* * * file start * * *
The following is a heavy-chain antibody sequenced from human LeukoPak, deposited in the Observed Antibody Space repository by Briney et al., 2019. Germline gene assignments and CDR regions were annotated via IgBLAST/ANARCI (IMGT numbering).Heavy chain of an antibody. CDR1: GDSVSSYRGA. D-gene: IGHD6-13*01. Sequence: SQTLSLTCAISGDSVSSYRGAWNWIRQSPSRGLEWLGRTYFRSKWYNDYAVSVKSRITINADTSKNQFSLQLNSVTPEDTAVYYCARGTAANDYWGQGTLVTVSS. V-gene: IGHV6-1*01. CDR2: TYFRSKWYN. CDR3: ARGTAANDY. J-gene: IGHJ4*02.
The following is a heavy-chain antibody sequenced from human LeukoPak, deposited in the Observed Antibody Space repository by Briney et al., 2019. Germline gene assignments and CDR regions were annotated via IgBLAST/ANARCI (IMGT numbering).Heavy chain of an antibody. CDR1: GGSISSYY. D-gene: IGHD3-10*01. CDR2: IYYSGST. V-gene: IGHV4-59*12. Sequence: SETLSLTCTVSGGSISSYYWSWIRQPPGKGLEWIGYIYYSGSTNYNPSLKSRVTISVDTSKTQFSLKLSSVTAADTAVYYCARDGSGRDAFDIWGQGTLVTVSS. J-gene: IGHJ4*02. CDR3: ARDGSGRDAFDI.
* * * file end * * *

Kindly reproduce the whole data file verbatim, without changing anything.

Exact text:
The following is a heavy-chain antibody sequenced from human LeukoPak, deposited in the Observed Antibody Space repository by Briney et al., 2019. Germline gene assignments and CDR regions were annotated via IgBLAST/ANARCI (IMGT numbering).Heavy chain of an antibody. CDR1: GDSVSSYRGA. D-gene: IGHD6-13*01. Sequence: SQTLSLTCAISGDSVSSYRGAWNWIRQSPSRGLEWLGRTYFRSKWYNDYAVSVKSRITINADTSKNQFSLQLNSVTPEDTAVYYCARGTAANDYWGQGTLVTVSS. V-gene: IGHV6-1*01. CDR2: TYFRSKWYN. CDR3: ARGTAANDY. J-gene: IGHJ4*02.
The following is a heavy-chain antibody sequenced from human LeukoPak, deposited in the Observed Antibody Space repository by Briney et al., 2019. Germline gene assignments and CDR regions were annotated via IgBLAST/ANARCI (IMGT numbering).Heavy chain of an antibody. CDR1: GGSISSYY. D-gene: IGHD3-10*01. CDR2: IYYSGST. V-gene: IGHV4-59*12. Sequence: SETLSLTCTVSGGSISSYYWSWIRQPPGKGLEWIGYIYYSGSTNYNPSLKSRVTISVDTSKTQFSLKLSSVTAADTAVYYCARDGSGRDAFDIWGQGTLVTVSS. J-gene: IGHJ4*02. CDR3: ARDGSGRDAFDI.